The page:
Honest business

Any honest business model is built without a legal monopoly in any case. Make money, good for you. But you don't get to do so with a monopoly that cuts down on my rights, especially not with blatant lying.

U.S. Proposes Spending $4 Billion on Self-Driving Cars

The New York Times (01/14/16) Bill Vlasic

The Obama administration on Thursday promised to accelerate regulatory guidelines for driverless cars and make an investment in research to commercialize them.  U.S. Transportation Secretary Anthony Foxx said, "we are bullish on autonomous vehicles" at the North American International Auto Show.  He pledged the government will remove obstacles to their development, as well as setting further guidelines within six months concerning functions the vehicles must perform to be deemed safe.  Foxx said the president's proposed budget for the next fiscal year will include $4 billion to underwrite research projects and infrastructure improvements associated with driverless cars.  He cited autonomous vehicles' potential to reduce traffic accidents and improve road safety.  Executives at Google and other firms developing the technology welcomed the announcement.  "It takes real collaboration with our regulators so this is done right and done safely," notes General Motors' Mark Reuss.  Foxx said the government is authorized to permit limited deployment of 2,500 driverless vehicles by a lone company for a two-year period, and he called on firms to solicit interpretations of existing federal vehicle standards from regulators for new technologies under development.  Foxx also emphasized liability issues and other matters related to autonomous cars the government must address over the next six months.

Friday, January 15, 2016

Software Freedom needs your help.

The world today is powered increasingly by Free Software. But what many people don't realize is how much support is needed to keep all of these projects free and open. The work that we do every day ensures the success and the continued freedom of the projects that the developers of our member projects dedicate themselves to. Projects like Git, Samba, Wine, BusyBox, QEMU, Inkscape, Selenium, and dozens more.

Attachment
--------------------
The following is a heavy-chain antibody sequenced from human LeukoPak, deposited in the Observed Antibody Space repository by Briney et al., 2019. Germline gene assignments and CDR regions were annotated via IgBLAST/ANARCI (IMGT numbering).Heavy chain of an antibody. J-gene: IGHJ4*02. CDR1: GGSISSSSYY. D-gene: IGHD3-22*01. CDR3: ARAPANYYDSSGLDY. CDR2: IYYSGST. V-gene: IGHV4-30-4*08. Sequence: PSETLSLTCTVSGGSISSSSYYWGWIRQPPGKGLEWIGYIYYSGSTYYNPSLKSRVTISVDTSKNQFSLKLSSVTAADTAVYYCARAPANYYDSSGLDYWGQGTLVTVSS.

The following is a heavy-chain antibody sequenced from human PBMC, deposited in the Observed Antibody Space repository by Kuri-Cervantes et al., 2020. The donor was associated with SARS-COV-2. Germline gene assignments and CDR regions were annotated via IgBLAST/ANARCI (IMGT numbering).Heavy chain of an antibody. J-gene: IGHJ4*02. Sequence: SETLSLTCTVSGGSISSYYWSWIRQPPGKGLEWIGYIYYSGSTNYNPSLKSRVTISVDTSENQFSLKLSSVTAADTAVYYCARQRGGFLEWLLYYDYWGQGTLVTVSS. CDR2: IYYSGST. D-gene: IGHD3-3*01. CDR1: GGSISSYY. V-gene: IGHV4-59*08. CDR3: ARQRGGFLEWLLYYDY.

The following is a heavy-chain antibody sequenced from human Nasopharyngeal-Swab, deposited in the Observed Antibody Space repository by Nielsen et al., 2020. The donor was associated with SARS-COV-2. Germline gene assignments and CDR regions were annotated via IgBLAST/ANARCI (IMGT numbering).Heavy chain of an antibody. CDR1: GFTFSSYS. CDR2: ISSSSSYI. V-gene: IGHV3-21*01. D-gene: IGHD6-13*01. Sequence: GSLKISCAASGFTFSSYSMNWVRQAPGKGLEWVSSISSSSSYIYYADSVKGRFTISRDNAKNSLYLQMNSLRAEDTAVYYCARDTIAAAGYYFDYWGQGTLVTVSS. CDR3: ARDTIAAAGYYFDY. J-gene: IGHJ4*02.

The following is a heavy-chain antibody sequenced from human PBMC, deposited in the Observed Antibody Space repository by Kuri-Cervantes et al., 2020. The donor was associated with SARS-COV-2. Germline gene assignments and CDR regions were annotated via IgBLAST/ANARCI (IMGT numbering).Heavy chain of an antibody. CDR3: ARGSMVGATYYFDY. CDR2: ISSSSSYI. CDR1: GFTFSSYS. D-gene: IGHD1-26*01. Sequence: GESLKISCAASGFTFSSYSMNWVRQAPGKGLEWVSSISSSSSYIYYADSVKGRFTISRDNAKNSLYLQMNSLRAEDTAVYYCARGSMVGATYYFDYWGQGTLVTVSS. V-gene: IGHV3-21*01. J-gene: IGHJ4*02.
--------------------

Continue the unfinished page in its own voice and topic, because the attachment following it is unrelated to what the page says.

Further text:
We are asking for you to  but this is more than our usual annual fundraising appeal. As described in more detail below, after the events of 2015, we must substantially increase our individual support to be able to continue defending software freedom for our member projects and the entire free and open source software community. We need at least 750 of you to become annual Supporters just to continue our basic community services. We need 2,500 of you to become annual Supporters now to continue our work enforcing copyleft licenses. If you don't become a Supporter now, we will be forced to radically restructure and wind down a substantial portion of our operations.

Wednesday, January 13, 2016

Open Source lebanese Movenemt on FaceBook

The Observer Pattern Using Java 8

Learn about the observer pattern using modern Java: What it is, specializations, common naming conventions, and more!

The Observer Pattern, or the Publish-Subscribe (Pub-Sub) Pattern, is a classic design pattern codified by the Gang of Four (GoF) Design Patterns book in 1994 (pg. 293-313). Although this pattern has quite a long and storied history, it is still applicable in a wide range of contexts and scenarios, and has even become an integral part in the Standard Java Library. While there are numerous useful articles on the topic of the Observer Pattern, and its implementation in Java, many focus on the strict implementation of the pattern in Java, rather than on the idiosyncrasies and common issues developers using the Observer Pattern in Java will experience.

This Dzone article is written with the intent of filling this gap : follow the link